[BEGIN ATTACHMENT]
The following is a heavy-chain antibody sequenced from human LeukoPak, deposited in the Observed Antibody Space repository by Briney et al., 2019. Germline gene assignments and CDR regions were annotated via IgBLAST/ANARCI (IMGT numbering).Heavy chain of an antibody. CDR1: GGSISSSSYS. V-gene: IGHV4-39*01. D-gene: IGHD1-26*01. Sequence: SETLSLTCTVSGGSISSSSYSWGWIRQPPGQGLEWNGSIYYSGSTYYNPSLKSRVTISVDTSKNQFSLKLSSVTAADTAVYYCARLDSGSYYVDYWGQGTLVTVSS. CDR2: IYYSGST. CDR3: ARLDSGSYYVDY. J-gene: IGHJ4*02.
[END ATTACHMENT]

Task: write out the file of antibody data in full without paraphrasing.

The following is a heavy-chain antibody sequenced from human LeukoPak, deposited in the Observed Antibody Space repository by Briney et al., 2019. Germline gene assignments and CDR regions were annotated via IgBLAST/ANARCI (IMGT numbering).Heavy chain of an antibody. CDR1: GGSISSSSYS. V-gene: IGHV4-39*01. D-gene: IGHD1-26*01. Sequence: SETLSLTCTVSGGSISSSSYSWGWIRQPPGQGLEWNGSIYYSGSTYYNPSLKSRVTISVDTSKNQFSLKLSSVTAADTAVYYCARLDSGSYYVDYWGQGTLVTVSS. CDR2: IYYSGST. CDR3: ARLDSGSYYVDY. J-gene: IGHJ4*02.